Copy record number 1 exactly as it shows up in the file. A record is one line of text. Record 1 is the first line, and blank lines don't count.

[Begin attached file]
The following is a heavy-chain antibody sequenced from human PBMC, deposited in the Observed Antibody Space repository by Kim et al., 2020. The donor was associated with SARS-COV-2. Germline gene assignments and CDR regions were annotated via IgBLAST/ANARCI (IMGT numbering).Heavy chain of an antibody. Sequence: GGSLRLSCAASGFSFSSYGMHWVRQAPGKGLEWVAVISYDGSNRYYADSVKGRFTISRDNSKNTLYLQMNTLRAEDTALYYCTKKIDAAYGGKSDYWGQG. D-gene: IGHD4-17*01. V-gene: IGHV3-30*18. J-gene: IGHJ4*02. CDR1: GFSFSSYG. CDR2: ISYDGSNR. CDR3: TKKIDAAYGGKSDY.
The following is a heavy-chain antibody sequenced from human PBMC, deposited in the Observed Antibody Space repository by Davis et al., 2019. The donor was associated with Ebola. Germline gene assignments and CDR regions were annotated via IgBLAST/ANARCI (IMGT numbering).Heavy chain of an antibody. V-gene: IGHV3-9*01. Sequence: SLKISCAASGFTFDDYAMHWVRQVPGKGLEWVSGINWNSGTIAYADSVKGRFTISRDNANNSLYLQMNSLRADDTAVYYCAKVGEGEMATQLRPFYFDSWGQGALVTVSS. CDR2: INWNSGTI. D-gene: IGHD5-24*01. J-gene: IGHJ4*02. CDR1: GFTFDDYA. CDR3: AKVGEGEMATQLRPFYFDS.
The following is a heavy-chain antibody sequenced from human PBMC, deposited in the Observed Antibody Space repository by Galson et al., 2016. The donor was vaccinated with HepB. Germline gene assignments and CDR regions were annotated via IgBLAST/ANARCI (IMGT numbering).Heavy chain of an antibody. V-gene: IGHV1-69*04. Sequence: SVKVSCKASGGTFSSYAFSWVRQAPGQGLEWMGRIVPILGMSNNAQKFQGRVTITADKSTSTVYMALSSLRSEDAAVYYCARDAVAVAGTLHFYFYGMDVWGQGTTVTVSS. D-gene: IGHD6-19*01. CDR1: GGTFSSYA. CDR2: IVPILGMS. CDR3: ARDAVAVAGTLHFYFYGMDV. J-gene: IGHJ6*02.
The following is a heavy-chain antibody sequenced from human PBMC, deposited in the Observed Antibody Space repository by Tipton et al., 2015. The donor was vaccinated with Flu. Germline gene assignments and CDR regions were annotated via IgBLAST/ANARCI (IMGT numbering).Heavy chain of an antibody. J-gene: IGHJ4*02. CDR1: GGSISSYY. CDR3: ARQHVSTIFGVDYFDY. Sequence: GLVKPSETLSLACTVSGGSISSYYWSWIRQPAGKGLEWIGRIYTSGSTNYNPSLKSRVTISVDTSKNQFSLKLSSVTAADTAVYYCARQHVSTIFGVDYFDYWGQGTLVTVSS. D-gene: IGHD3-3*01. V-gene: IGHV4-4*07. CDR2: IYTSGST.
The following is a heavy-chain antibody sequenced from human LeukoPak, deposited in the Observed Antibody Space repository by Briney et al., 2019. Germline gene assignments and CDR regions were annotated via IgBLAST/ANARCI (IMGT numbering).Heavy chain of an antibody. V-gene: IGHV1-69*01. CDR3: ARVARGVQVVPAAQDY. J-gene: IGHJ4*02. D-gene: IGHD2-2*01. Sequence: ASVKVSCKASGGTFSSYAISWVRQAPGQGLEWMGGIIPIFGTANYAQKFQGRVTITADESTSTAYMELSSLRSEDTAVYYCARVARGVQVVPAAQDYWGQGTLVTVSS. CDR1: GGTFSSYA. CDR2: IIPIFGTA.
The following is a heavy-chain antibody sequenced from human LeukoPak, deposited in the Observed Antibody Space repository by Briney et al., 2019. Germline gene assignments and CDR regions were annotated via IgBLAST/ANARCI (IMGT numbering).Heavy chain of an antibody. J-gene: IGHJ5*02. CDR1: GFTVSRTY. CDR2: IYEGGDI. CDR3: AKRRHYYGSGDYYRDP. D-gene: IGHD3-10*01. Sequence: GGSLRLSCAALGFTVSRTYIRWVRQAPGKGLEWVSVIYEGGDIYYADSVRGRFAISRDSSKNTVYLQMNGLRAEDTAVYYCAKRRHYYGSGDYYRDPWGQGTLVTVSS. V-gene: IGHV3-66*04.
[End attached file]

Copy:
The following is a heavy-chain antibody sequenced from human PBMC, deposited in the Observed Antibody Space repository by Kim et al., 2020. The donor was associated with SARS-COV-2. Germline gene assignments and CDR regions were annotated via IgBLAST/ANARCI (IMGT numbering).Heavy chain of an antibody. Sequence: GGSLRLSCAASGFSFSSYGMHWVRQAPGKGLEWVAVISYDGSNRYYADSVKGRFTISRDNSKNTLYLQMNTLRAEDTALYYCTKKIDAAYGGKSDYWGQG. D-gene: IGHD4-17*01. V-gene: IGHV3-30*18. J-gene: IGHJ4*02. CDR1: GFSFSSYG. CDR2: ISYDGSNR. CDR3: TKKIDAAYGGKSDY.